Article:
By Ryan Ayers
Big data is here to stay. It’s rapidly transforming enterprises, helping executives improve business models and disrupting many industries. Along with a wealth of data, however, information overload has worked its way into the fabric of society. People who are affected by this condition typically suffer from a reduced capacity to make quality decisions.
Surprisingly, information overload is not a new phenomenon. In fact, political science professor Bertram Gross coined the term in 1964. It went mainstream in the 70s with Alvin Toffler’s book called “Future Shock.”
Importance of Data in Business
Big data systems are helping enterprises improve their marketing and operational strategies. However, forward-thinking business leaders are also affected by information overload.
As the Internet of Things (IoT) matures and enters the mainstream, the proliferation of big data is expanding at a breakneck pace. Simultaneously, emerging technologies such as machine learning, artificial intelligence (AI) and the latest big data systems are helping enterprise leaders mine enormous banks of information for meaningful insights. However, big data analyses are of no use if they start with bad information, making it vitally important that today’s enterprises understand the components of what’s called the insights value chain.
The insights value chain allows enterprises to capitalize on information resources by planning big data analyses around internal technical capabilities and operational best practices. In general, quality big data analyses begins with quality information. Next, the technical ability of an organization’s information technology (IT) professionals heavily impacts their ability to effectively analyze and visualize data reports. Finally, the usefulness of big data reports is either augmented or undermined by the domain of knowledge within an organization. In addition, organizations that leverage structures such as cross-functional integration are more likely to achieve success in making the most of big data reports.
Extracting value from big data analyses requires excellence throughout each stage of the insights value chain. Accordingly, enterprise leaders that want to promote successful big data initiative outcomes must work to ensure that each stage of the chain is effective.
Adding Fuel to the Fire
Data overload is affecting people who work in fields such as finance and education. Additionally, an increasing number of healthcare organizations are facing penalties issued by the U.S. Department of Health and Human Services (HHS) for failure to comply with the Health Insurance Portability and Accountability Act (HIPAA).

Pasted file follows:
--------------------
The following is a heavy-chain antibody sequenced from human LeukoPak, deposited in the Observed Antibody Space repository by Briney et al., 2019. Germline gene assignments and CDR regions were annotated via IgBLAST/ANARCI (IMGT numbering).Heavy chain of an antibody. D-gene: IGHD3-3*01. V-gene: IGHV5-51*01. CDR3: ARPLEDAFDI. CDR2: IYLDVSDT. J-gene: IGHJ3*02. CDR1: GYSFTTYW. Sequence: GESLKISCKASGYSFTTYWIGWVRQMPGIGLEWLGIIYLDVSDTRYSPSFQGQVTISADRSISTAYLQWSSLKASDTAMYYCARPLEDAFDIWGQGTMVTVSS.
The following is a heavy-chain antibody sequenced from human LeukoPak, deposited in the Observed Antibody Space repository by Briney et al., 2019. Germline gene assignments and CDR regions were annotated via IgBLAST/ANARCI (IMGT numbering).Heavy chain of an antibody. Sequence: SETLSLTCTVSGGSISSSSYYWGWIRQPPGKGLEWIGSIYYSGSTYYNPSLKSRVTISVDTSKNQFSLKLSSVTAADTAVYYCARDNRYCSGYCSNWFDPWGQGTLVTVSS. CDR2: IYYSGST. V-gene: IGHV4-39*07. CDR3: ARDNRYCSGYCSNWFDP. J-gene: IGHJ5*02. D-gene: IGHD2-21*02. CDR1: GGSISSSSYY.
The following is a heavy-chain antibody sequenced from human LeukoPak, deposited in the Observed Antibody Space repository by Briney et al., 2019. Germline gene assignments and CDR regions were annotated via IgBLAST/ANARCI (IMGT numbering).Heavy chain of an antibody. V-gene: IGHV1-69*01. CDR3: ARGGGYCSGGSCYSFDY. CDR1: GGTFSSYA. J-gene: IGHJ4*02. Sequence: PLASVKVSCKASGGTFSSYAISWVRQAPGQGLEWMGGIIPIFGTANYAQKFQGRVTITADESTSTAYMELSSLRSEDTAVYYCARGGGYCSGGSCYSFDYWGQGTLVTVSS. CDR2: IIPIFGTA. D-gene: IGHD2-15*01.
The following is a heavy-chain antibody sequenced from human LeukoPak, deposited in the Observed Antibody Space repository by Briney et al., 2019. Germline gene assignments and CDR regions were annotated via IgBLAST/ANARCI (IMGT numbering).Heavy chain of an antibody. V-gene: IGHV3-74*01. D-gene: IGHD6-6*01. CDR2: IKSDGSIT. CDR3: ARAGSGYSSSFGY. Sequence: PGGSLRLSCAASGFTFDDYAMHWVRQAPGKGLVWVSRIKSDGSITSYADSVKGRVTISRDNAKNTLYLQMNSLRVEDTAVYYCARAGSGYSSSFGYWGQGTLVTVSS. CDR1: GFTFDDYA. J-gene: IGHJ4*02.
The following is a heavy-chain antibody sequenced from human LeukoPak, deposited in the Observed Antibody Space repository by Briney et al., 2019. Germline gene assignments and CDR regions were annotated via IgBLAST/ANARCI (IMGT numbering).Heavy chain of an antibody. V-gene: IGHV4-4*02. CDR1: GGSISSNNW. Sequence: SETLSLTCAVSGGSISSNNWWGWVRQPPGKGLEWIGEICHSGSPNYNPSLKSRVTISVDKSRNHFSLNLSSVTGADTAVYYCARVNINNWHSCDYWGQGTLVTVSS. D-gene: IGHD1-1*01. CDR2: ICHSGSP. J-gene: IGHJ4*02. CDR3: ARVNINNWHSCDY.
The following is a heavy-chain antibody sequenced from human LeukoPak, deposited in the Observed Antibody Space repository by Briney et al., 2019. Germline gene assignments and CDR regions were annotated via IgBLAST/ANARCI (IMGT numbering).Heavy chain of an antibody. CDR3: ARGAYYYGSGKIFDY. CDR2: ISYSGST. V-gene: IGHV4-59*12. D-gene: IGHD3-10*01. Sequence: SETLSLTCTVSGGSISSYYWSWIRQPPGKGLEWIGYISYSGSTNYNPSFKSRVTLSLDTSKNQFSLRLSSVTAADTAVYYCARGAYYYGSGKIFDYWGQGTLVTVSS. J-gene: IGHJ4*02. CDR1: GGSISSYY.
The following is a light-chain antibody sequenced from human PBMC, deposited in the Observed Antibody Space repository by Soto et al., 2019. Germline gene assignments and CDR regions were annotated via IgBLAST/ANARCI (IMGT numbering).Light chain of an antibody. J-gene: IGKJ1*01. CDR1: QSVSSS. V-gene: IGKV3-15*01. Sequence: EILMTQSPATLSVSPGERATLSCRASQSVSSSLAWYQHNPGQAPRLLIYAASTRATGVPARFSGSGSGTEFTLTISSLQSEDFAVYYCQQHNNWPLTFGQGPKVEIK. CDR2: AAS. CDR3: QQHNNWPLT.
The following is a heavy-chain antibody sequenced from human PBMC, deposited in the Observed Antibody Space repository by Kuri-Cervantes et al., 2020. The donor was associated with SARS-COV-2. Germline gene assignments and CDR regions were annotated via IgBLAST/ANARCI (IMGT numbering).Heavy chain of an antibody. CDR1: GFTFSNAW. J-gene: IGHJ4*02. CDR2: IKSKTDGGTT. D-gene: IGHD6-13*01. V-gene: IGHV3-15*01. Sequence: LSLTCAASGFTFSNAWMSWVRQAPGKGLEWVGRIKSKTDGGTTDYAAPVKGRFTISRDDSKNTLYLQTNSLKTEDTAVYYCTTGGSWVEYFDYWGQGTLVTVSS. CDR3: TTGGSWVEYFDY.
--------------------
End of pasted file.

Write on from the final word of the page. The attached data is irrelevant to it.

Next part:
The HHS has established strict audit protocols due to a recent rise in violations. As a result, the rules mandated by HIPAA are extensive. Audits might investigate the integrity of information system activities, risk management policies, security procedures and protocols as well as other organizational standards. This increased scrutiny has resulted in the need for organizations to increase their efforts to comply with HIPAA regulations.
Healthcare professionals who violate HIPAA regulations can face severe penalties. Violations might include improper storage of electronic health records (EHRs), failure to acquire patient consent or improper sharing of photos on social media platforms. Also, when data breaches occur, compromised care providers must inform patients of the incident. Failure to comply with these rules can result in the Office for Civil Rights (OCR) issuing significant fines as well as the incarceration of accountable personnel.
Analyzing Data to Make an Impact
In many instances, it’s questionable whether data is accurate or helping enterprise leaders make a meaningful impact. As a result, today’s firms need qualified IT professionals who are skilled at working with modern big data systems.
Big data studies must start with relevant information. Experts recommend developing research initiatives by finding similar case studies and then pinpointing the appropriate analysis model. In some instances, it’s more important to use data that’s been gathered over an extensive period. On other occasions, it’s more important to gather the newest available data.
Today, big data studies are helping enterprises optimize many consumer-facing tasks. Cases that apply to activities such as pricing, churn mitigation and promotion optimization help enterprise leaders improve gross profit, while cases regarding variables such as employee sentiments and internal processes typically help company heads maximize net profits. The latter can also involve processes such as supply chain optimization and fraud prevention. The use of cases is becoming increasingly important as the IoT expands, and the invaluable insights developed by big data studies based on these cases helps business leaders develop innovative and effective organizational models.
We’re living in an era of data, and evolving technologies are continually forcing business leaders to adapt. Across all industries, corporate leaders need skilled and talented IT professionals who can cherry-pick useful data and produce meaningful, actionable reports.
Delineating between useful and inconsequential information aids today’s big data professionals in producing reports that help business leaders overcome information overload. While there’ll always be more knowledge than anyone can possibly hope to absorb, starting out with the right data can help business leaders navigate their way through massive stockpiles of information.
Ryan Ayers has consulted a number of Fortune 500 companies within multiple industries including information technology and big data. After earning his MBA in 2010, Ayers also began working with start-up companies and aspiring entrepreneurs, with a keen focus on data collection and analysis. You can find more from Ryan on Twitter at @TheBizTechGuru.